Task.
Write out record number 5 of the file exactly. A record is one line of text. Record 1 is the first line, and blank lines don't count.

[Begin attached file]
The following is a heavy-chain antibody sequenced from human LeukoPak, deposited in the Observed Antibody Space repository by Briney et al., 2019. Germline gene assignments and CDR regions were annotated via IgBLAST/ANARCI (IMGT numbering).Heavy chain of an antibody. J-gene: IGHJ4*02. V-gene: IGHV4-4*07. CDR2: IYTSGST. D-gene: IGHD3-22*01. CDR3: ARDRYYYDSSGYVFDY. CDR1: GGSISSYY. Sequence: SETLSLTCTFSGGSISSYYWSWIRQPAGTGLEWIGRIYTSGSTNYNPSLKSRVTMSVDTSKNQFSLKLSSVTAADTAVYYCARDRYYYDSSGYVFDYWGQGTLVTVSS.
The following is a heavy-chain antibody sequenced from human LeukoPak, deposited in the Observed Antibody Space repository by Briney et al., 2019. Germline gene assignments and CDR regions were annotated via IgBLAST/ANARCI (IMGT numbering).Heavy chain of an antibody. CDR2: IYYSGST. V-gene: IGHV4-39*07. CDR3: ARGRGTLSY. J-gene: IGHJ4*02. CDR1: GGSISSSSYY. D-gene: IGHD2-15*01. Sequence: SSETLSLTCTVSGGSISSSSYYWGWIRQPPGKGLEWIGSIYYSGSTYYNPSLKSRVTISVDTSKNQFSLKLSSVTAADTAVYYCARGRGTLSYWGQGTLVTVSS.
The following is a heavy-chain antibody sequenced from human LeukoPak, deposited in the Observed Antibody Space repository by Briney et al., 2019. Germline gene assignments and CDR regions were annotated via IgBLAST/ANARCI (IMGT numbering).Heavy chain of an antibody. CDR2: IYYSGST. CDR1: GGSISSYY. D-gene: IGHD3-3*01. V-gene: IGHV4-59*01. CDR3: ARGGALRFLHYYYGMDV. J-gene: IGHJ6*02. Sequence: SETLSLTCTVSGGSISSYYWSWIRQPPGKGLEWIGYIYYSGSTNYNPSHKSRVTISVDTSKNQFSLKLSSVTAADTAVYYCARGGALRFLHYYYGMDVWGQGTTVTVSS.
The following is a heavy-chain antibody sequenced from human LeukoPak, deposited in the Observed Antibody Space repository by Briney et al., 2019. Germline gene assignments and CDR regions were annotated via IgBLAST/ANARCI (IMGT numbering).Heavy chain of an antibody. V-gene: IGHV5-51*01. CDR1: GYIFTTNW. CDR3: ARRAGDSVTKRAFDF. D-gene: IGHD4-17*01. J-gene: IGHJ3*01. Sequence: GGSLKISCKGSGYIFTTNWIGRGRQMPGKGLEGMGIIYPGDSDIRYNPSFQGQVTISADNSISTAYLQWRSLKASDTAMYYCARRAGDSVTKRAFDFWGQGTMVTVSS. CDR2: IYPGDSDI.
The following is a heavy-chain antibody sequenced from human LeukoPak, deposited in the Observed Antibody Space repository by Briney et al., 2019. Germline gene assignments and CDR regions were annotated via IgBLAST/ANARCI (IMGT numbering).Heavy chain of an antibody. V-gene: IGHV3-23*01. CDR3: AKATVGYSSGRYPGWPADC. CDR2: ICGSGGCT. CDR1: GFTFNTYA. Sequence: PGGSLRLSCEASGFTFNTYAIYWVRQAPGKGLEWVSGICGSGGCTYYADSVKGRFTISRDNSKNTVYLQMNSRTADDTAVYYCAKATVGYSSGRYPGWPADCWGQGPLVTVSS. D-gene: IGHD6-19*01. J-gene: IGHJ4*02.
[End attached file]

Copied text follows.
The following is a heavy-chain antibody sequenced from human LeukoPak, deposited in the Observed Antibody Space repository by Briney et al., 2019. Germline gene assignments and CDR regions were annotated via IgBLAST/ANARCI (IMGT numbering).Heavy chain of an antibody. V-gene: IGHV3-23*01. CDR3: AKATVGYSSGRYPGWPADC. CDR2: ICGSGGCT. CDR1: GFTFNTYA. Sequence: PGGSLRLSCEASGFTFNTYAIYWVRQAPGKGLEWVSGICGSGGCTYYADSVKGRFTISRDNSKNTVYLQMNSRTADDTAVYYCAKATVGYSSGRYPGWPADCWGQGPLVTVSS. D-gene: IGHD6-19*01. J-gene: IGHJ4*02.